I have thought a lot lately about the issue of land ownership for farmers, and the barriers they face to buying land so they can plan for growing their business and serving more food consumers.
This issue really matters on the edges of metropolitan areas, where farmers can find lucrative markets for their products and yet, with ever escalating land prices, face daunting odds in securing land to grow on or even to get started. Many farmers settle for a lease instead, which sometimes only lasts a couple years before the relationship between owner and farmer sours.
It’s interesting to see that control of land for farming is an issue in urban agriculture, as well. At a recent farming conference in Richmond, Va., a board member of the Urban Agriculture Collective of Charlottesville (UACC) talked about a city-sponsored plan to redevelop her neighborhood, which would include relocating the farm she and her neighbors have worked on for seven years.
Community gardens have fallen victim to a lack of land tenure before, notably in New York City where former Mayor Rudolph Giuliani took many neighborhood gardens back for redevelopment in the late 1990s. (Successive mayors have carried on the trend he started.) Many politicians (and their developer friends) see agriculture as merely a cute placeholder until the time is ripe for construction.
In Charlottesville’s case, the area proposed for redevelopment was renewed once before, in the 1960s, during the height of Urban Renewal across the country. The new plan calls for mixed-income housing rather than affordable housing, which naturally has long-time residents worried that the fabric of their community will be destroyed. Their concerns were magnified when the city made what to them was a token effort to involve them in the public process. The interesting twist is the presence of the farm, which, though it has a farmer who came from somewhere else, has a board made up primarily of neighborhood residents. The farm has succeeded in gaining community buy-in in a couple of ways. First, the resident-led board directs the development of the farm program. Second, the group created a system in which residents contribute to the garden in exchange for fresh produce. Rather than paying for vegetables, residents can volunteer a half-hour or more of their time. For this they get tokens which they can use to get food that would be worth $10 to $20 at the grocery store, according to Todd Niemeier, the farmer, who was on the panel at the conference.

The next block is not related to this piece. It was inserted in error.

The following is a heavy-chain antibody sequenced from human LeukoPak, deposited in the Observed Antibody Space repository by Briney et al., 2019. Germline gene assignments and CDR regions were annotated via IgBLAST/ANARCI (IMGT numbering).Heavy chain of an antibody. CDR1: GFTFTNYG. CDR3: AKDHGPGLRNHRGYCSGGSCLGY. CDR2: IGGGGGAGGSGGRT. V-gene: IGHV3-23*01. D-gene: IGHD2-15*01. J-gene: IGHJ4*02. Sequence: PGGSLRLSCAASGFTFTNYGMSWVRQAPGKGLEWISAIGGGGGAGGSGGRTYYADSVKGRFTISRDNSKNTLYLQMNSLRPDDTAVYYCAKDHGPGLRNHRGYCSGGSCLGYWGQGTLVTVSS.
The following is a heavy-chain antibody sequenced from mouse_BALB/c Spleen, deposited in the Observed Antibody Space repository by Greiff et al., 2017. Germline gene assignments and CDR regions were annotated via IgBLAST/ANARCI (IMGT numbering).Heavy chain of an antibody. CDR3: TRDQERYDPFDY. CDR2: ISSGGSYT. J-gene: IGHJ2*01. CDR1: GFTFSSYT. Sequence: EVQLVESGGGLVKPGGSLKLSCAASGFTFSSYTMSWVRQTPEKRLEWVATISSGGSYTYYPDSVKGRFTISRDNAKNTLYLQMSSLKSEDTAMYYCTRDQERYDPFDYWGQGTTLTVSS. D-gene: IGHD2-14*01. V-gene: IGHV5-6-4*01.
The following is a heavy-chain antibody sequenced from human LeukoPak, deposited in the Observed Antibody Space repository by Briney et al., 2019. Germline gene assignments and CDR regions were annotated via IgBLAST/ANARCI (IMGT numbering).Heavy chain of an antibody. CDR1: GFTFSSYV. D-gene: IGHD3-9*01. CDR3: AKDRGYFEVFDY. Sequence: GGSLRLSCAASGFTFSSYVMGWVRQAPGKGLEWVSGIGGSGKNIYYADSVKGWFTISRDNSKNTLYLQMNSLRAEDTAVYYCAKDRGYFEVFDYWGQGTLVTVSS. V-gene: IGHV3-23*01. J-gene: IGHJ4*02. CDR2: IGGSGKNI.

Niemeier downplayed the political significance of what he and the neighborhood residents are doing. He said his goal is to, “just grow some food together, rather than try to solve [a problem].”
Nevertheless, about a year ago as the plan to transform the community was published, Niemeier wrote on the group’s blog that their activities were likely to change as a result. “Because we are a community-led group, UACC is in a unique position to help raise public awareness about the … plan both among our constituents and within the broader community. It is our hope that by sharing information about the plan, and helping to raise the voice of unheard residents, we can inspire positive action.”
Though the residents of this neighborhood are unlikely to become owners of this patch of ground, in a way they have claimed control of it already. Unlike during the days of Urban Renewal, when it might have been quickly swept aside, the farm is likely to play a significant role as planning moves toward implementation.
(Photo credit: Flickr user crfsproject, CC BY-NC-SA 2.0)